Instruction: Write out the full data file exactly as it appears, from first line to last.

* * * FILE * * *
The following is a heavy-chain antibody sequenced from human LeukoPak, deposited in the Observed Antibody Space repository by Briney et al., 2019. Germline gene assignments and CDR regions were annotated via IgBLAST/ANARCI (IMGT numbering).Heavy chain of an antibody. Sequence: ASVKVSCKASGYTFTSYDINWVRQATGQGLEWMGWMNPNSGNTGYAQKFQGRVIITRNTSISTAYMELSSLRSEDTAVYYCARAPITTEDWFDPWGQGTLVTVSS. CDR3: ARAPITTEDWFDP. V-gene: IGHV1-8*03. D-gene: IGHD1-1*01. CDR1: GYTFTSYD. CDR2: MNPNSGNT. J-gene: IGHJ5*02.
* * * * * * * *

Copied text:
The following is a heavy-chain antibody sequenced from human LeukoPak, deposited in the Observed Antibody Space repository by Briney et al., 2019. Germline gene assignments and CDR regions were annotated via IgBLAST/ANARCI (IMGT numbering).Heavy chain of an antibody. Sequence: ASVKVSCKASGYTFTSYDINWVRQATGQGLEWMGWMNPNSGNTGYAQKFQGRVIITRNTSISTAYMELSSLRSEDTAVYYCARAPITTEDWFDPWGQGTLVTVSS. CDR3: ARAPITTEDWFDP. V-gene: IGHV1-8*03. D-gene: IGHD1-1*01. CDR1: GYTFTSYD. CDR2: MNPNSGNT. J-gene: IGHJ5*02.